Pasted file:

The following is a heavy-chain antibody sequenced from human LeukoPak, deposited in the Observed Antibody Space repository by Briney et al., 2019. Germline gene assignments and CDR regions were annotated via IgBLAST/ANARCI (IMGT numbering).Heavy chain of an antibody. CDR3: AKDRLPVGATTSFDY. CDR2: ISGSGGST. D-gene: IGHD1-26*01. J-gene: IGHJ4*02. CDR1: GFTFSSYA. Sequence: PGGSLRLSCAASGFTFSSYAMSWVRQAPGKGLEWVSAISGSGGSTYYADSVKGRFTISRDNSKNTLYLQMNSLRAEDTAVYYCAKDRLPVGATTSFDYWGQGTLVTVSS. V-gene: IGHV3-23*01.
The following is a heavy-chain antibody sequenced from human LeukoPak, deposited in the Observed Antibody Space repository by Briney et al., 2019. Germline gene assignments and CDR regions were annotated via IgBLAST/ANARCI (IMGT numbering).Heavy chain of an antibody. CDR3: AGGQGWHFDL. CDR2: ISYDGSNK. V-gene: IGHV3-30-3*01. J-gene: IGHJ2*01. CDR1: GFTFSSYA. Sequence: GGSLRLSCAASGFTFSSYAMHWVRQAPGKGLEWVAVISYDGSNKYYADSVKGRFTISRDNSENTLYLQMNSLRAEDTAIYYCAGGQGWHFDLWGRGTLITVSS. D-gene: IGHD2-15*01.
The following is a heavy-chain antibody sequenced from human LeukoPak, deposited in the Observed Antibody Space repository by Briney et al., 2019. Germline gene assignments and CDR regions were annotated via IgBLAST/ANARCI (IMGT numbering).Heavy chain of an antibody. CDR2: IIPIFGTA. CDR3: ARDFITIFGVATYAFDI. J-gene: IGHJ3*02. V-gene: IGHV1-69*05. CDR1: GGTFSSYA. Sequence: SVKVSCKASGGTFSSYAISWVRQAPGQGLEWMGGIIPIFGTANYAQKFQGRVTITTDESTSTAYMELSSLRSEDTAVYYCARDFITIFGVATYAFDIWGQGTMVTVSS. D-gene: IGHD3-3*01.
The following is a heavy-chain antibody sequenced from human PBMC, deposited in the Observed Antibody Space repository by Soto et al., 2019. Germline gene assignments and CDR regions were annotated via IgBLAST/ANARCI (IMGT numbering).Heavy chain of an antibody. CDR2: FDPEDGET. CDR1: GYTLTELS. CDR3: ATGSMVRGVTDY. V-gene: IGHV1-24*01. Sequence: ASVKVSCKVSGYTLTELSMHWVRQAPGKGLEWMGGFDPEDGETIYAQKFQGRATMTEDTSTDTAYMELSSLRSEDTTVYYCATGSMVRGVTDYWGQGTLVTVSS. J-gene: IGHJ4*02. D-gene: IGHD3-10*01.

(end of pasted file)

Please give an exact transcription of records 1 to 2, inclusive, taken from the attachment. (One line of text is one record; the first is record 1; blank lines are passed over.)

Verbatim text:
The following is a heavy-chain antibody sequenced from human LeukoPak, deposited in the Observed Antibody Space repository by Briney et al., 2019. Germline gene assignments and CDR regions were annotated via IgBLAST/ANARCI (IMGT numbering).Heavy chain of an antibody. CDR3: AKDRLPVGATTSFDY. CDR2: ISGSGGST. D-gene: IGHD1-26*01. J-gene: IGHJ4*02. CDR1: GFTFSSYA. Sequence: PGGSLRLSCAASGFTFSSYAMSWVRQAPGKGLEWVSAISGSGGSTYYADSVKGRFTISRDNSKNTLYLQMNSLRAEDTAVYYCAKDRLPVGATTSFDYWGQGTLVTVSS. V-gene: IGHV3-23*01.
The following is a heavy-chain antibody sequenced from human LeukoPak, deposited in the Observed Antibody Space repository by Briney et al., 2019. Germline gene assignments and CDR regions were annotated via IgBLAST/ANARCI (IMGT numbering).Heavy chain of an antibody. CDR3: AGGQGWHFDL. CDR2: ISYDGSNK. V-gene: IGHV3-30-3*01. J-gene: IGHJ2*01. CDR1: GFTFSSYA. Sequence: GGSLRLSCAASGFTFSSYAMHWVRQAPGKGLEWVAVISYDGSNKYYADSVKGRFTISRDNSENTLYLQMNSLRAEDTAIYYCAGGQGWHFDLWGRGTLITVSS. D-gene: IGHD2-15*01.